Robinson JK, Ortiz S. Use of Photographs Illustrating ABCDE Criteria in Skin Self-examination. Arch Dermatol. 2009;145(3):332-333. doi:10.1001/archdermatol.2008.604
Dermatologists support public education campaigns using photographic references of nevi and melanoma, and they distribute brochures with these images to their patients in the belief that such images teach people to self-detect changing nevi and melanomas.1 Photographic images of melanomas optimize people's spontaneous image recognition.2 After the initial review, it is unclear how reference materials are used. We explored the use of educational material by people at risk to develop melanoma.
The study population, composed of 174 participants with melanoma and their cohabitating partners, was randomized into either the dyadic (couple) or single learning condition of an educational intervention to learn skin self-examination (SSE). Specifics on the inclusion and exclusion criteria and the intervention have been published.3- 5 Briefly, at the initial visit, subjects participated in a demonstration of the ABCDE rule (asymmetry, border irregularity, color variegation, diameter ≥6 mm, and evolution), and a 15-minute SSE skills training session with quiz questions. They were given an enabling kit consisting of the ABCDE card, a lighted hand magnifying glass, and a millimeter ruler.
At the 4-month follow-up visit, the research assistant (S.O.) asked a series of questions regarding use of the ABCDE card. Frequency of checking the card (daily, 2-3 times per week, once per week, once per month, 1-2 times since received card, never) and the storage location of the card were ascertained. The institutional review boards of Dartmouth-Hitchcock Medical Center and Northwestern University approved the research protocol. Statistical findings were determined by χ2 analysis.
There was no difference in the demographic characteristics of age, sex, education, income, and marital status between the dyadic (n = 92) and the single (n = 82) learning conditions. Use of the illustrated card was associated with dyadic learning (P = .03) (Table). Of the 86 participants who never used the card, 84% indicated that they did not need it as they “got it” during the training session (n = 72). The cards were stored in the following locations: bedroom (n = 56), bathroom (n = 27), kitchen drawer (n = 21), and living room (n = 2). Sixty-eight participants did not know where the card was located. Cards stored in bedrooms and bathrooms were referred to more than those stored in other locations (P = .02). For those in the single learning condition, the most common reason for referring to the card was to show the partner what to check (n = 25). For those in the dyadic learning condition, the card was used to check the color variation.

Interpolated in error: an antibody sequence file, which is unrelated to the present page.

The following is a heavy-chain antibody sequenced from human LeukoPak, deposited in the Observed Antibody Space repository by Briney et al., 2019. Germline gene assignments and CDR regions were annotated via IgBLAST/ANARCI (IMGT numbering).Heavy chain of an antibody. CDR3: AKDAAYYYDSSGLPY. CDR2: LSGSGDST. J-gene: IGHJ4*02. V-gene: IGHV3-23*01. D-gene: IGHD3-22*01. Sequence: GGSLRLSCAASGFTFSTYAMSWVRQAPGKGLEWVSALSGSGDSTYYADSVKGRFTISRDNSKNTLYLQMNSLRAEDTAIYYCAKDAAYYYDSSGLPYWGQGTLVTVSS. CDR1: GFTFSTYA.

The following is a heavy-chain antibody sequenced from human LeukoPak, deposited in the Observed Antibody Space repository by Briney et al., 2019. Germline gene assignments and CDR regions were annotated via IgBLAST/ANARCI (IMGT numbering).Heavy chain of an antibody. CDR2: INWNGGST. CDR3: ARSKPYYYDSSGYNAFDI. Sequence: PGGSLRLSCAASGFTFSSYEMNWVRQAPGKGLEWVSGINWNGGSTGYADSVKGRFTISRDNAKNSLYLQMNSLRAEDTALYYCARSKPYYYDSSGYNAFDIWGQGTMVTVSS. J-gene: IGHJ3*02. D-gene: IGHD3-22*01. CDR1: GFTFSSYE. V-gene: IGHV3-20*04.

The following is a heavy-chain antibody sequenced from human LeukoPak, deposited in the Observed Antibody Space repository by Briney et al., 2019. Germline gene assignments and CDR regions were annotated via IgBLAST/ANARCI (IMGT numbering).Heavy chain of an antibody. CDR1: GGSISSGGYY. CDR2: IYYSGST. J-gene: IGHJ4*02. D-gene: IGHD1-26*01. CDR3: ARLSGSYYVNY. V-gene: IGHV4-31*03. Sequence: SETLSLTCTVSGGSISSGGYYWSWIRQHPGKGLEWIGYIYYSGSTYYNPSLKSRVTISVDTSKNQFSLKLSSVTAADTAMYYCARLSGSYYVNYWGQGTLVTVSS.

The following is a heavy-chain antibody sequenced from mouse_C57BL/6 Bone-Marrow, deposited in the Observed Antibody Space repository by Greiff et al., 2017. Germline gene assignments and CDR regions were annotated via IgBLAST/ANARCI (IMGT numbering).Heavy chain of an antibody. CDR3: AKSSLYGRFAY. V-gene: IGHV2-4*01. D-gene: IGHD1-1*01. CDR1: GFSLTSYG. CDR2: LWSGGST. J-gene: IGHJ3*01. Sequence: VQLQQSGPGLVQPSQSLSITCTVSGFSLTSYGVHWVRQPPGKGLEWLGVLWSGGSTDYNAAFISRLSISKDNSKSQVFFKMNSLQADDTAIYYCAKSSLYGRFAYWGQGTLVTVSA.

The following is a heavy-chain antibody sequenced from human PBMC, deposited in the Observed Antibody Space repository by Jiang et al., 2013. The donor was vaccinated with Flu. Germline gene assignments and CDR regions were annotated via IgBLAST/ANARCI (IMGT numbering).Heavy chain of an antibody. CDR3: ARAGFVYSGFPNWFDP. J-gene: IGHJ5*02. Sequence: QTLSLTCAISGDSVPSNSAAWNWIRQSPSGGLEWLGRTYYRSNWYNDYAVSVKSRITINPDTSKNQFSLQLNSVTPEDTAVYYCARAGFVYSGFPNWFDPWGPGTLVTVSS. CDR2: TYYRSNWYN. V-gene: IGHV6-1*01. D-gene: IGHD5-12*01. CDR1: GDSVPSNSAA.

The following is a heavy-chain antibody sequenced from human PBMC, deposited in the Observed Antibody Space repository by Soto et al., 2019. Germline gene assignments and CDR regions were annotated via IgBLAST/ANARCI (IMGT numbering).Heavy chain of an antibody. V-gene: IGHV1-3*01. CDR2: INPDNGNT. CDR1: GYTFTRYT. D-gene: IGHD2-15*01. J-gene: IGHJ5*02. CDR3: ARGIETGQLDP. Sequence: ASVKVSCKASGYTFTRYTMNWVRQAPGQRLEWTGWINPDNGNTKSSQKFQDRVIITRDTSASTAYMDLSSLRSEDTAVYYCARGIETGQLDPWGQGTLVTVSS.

Recognizing a melanoma requires associating the image with the model of a melanoma stored in the visual memory. Models are constructed from our visual experience.6 People cannot recognize things that they have not seen before; however, having seen a melanoma once during supervised learning, people create a visual model.
People in our study used the reference material once to help the partner create a model of a melanoma in his or her memory. Some referred to the ABCDE card images to help check color variation and added this information to their global visual model. Since people did not use the reference material to check border irregularity or diameter, it may be inferred that these parameters are more easily understood and incorporated into the learner's visual memory. Many did not need to use reference materials.
The intervention used active learning by performing exercises with a millimeter ruler to demonstrate measuring the diameter and a lighted magnifying lens to identify the border and colors of a mole. The findings from this research using active learning of skills cannot be generalized to patients who are asked to learn passively by reading a magazine or a brochure given to them by a physician.
As dermatologists consider resource allocation for patient education, it behooves us to adopt ways that may be more beneficial to the patient. Having a patient use a ruler to measure a mole and a magnifying lens with nurse supervision may be more efficient in eliciting behavioral change than distributing color brochures to patients. Furthermore, having the patients practice using their own nevi may increase the relevance of the ABCDE materials. Finally, the images of melanomas used in learning materials are often of advanced cases to illustrate all of the features, but these more extreme images may be frightening or confusing to patients. Patients appear to internalize the concept of checking for change in a mole by viewing examples of nevi with 1 or 2 features.
Correspondence: Dr Robinson, 132 E Delaware Pl, No. 5806, Chicago, IL 60611 (firstname.lastname@example.org).
Author Contributions:Study concept and design: Robinson. Acquisition of data: Robinson and Ortiz. Drafting of the manuscript: Robinson. Critical revision of the manuscript for important intellectual content: Ortiz. Obtained funding: Robinson. Administrative, technical, and material support: Ortiz. Study supervision: Robinson.
Financial Disclosure: None reported.
Funding/Support: This study was supported by grant 5R21 CA-103833-02 from the National Cancer Institute (Dr Robinson).
Additional Contributions: Rob Turrisi, PhD, performed the statistical analysis for this study.
Disclaimer: Dr Robinson was not involved in the editorial evaluation or editorial decision to accept this work for publication.